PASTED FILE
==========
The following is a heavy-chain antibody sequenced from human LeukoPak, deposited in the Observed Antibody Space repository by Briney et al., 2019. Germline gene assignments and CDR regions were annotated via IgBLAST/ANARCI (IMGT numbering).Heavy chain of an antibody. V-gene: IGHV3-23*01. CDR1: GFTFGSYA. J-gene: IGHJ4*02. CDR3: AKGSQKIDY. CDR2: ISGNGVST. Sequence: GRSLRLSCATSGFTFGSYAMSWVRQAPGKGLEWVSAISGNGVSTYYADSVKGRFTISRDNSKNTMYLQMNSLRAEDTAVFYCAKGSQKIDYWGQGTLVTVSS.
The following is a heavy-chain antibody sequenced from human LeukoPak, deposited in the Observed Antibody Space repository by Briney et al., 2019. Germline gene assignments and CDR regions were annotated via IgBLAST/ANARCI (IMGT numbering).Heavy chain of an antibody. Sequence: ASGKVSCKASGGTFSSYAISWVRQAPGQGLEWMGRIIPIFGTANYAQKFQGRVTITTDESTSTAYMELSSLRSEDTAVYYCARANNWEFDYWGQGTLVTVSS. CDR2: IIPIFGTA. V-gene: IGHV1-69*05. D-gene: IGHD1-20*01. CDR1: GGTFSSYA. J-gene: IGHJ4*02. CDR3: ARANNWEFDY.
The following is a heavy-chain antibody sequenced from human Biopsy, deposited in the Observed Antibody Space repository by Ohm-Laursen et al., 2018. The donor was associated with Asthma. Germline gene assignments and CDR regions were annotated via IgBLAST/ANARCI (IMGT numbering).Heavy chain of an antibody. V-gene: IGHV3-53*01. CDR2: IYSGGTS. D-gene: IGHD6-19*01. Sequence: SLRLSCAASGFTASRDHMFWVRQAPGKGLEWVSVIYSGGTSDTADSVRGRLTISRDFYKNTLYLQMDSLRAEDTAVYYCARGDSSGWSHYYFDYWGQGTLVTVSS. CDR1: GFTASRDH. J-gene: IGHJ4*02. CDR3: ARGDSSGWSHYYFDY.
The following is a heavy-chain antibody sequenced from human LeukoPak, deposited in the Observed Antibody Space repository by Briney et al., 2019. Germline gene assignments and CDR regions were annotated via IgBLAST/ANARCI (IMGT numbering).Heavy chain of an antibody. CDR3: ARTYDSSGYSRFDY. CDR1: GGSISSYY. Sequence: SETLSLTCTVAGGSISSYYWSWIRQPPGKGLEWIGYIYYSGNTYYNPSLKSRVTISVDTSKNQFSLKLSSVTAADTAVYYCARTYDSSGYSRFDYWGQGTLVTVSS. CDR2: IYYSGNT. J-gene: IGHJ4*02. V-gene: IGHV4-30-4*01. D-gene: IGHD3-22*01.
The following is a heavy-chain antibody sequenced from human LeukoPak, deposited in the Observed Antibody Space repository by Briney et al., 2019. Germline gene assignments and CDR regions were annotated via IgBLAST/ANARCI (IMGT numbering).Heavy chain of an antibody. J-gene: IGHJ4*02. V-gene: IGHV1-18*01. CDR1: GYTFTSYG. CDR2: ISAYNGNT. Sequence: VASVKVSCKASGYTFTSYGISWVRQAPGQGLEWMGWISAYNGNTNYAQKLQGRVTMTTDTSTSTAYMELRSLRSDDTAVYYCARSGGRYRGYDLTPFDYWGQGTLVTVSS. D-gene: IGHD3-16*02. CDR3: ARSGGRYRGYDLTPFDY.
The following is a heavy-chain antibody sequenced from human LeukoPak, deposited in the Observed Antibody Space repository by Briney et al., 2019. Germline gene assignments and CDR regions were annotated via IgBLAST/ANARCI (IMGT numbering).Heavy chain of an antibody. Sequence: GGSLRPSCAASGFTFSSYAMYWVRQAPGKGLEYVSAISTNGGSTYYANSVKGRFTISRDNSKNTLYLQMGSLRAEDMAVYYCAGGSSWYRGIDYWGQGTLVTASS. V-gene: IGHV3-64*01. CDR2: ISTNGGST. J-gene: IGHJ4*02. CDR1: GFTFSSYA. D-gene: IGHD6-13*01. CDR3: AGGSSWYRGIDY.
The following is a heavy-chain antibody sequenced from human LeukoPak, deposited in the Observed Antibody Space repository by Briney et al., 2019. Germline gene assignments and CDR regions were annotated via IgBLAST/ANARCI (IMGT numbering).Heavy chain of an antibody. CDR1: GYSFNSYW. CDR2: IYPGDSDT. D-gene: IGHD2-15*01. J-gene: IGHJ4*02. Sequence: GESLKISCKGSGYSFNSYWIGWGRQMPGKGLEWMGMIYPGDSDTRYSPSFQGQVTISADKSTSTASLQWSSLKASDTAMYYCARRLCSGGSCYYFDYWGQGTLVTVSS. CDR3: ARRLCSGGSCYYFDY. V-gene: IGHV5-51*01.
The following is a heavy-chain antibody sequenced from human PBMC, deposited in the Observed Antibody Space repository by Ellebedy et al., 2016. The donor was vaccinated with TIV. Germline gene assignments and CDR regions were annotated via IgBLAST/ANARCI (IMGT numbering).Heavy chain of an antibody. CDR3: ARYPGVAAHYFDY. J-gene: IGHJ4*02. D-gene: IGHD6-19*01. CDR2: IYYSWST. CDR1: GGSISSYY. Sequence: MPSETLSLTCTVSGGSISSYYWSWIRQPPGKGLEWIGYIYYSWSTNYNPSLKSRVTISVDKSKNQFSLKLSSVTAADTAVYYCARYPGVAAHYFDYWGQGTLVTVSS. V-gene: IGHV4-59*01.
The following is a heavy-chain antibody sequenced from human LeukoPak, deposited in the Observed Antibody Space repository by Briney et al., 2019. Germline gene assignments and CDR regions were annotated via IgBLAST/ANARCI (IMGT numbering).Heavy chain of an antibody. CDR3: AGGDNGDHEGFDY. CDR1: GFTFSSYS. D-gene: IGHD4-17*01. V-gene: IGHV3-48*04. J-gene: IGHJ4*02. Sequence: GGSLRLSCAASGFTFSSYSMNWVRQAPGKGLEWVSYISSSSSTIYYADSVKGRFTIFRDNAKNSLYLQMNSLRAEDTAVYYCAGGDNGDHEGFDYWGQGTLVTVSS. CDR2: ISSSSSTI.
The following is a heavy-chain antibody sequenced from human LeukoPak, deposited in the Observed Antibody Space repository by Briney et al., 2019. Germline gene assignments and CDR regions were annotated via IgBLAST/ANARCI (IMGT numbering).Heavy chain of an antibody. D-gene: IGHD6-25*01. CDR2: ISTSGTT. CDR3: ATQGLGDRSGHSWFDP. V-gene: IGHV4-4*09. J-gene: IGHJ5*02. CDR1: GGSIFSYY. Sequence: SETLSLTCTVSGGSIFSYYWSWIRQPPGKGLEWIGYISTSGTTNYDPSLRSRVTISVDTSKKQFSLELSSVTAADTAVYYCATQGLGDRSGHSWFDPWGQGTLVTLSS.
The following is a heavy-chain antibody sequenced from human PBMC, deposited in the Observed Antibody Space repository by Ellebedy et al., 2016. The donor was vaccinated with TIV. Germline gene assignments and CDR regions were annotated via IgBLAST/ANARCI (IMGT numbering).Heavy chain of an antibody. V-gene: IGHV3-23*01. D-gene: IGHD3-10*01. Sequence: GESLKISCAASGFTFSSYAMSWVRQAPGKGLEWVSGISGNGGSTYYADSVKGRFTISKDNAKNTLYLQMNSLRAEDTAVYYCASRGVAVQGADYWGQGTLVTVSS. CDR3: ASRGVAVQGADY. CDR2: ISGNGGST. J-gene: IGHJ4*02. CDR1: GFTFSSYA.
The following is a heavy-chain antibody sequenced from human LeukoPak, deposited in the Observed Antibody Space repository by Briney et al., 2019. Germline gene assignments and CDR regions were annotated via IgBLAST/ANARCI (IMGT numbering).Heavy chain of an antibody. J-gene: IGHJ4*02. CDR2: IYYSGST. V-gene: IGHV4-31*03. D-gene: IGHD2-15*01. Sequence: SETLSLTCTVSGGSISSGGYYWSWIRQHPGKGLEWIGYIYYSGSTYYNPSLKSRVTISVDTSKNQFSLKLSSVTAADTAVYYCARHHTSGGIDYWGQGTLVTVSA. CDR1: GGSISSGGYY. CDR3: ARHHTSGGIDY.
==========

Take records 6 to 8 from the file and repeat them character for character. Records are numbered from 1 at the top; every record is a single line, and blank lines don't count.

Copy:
The following is a heavy-chain antibody sequenced from human LeukoPak, deposited in the Observed Antibody Space repository by Briney et al., 2019. Germline gene assignments and CDR regions were annotated via IgBLAST/ANARCI (IMGT numbering).Heavy chain of an antibody. Sequence: GGSLRPSCAASGFTFSSYAMYWVRQAPGKGLEYVSAISTNGGSTYYANSVKGRFTISRDNSKNTLYLQMGSLRAEDMAVYYCAGGSSWYRGIDYWGQGTLVTASS. V-gene: IGHV3-64*01. CDR2: ISTNGGST. J-gene: IGHJ4*02. CDR1: GFTFSSYA. D-gene: IGHD6-13*01. CDR3: AGGSSWYRGIDY.
The following is a heavy-chain antibody sequenced from human LeukoPak, deposited in the Observed Antibody Space repository by Briney et al., 2019. Germline gene assignments and CDR regions were annotated via IgBLAST/ANARCI (IMGT numbering).Heavy chain of an antibody. CDR1: GYSFNSYW. CDR2: IYPGDSDT. D-gene: IGHD2-15*01. J-gene: IGHJ4*02. Sequence: GESLKISCKGSGYSFNSYWIGWGRQMPGKGLEWMGMIYPGDSDTRYSPSFQGQVTISADKSTSTASLQWSSLKASDTAMYYCARRLCSGGSCYYFDYWGQGTLVTVSS. CDR3: ARRLCSGGSCYYFDY. V-gene: IGHV5-51*01.
The following is a heavy-chain antibody sequenced from human PBMC, deposited in the Observed Antibody Space repository by Ellebedy et al., 2016. The donor was vaccinated with TIV. Germline gene assignments and CDR regions were annotated via IgBLAST/ANARCI (IMGT numbering).Heavy chain of an antibody. CDR3: ARYPGVAAHYFDY. J-gene: IGHJ4*02. D-gene: IGHD6-19*01. CDR2: IYYSWST. CDR1: GGSISSYY. Sequence: MPSETLSLTCTVSGGSISSYYWSWIRQPPGKGLEWIGYIYYSWSTNYNPSLKSRVTISVDKSKNQFSLKLSSVTAADTAVYYCARYPGVAAHYFDYWGQGTLVTVSS. V-gene: IGHV4-59*01.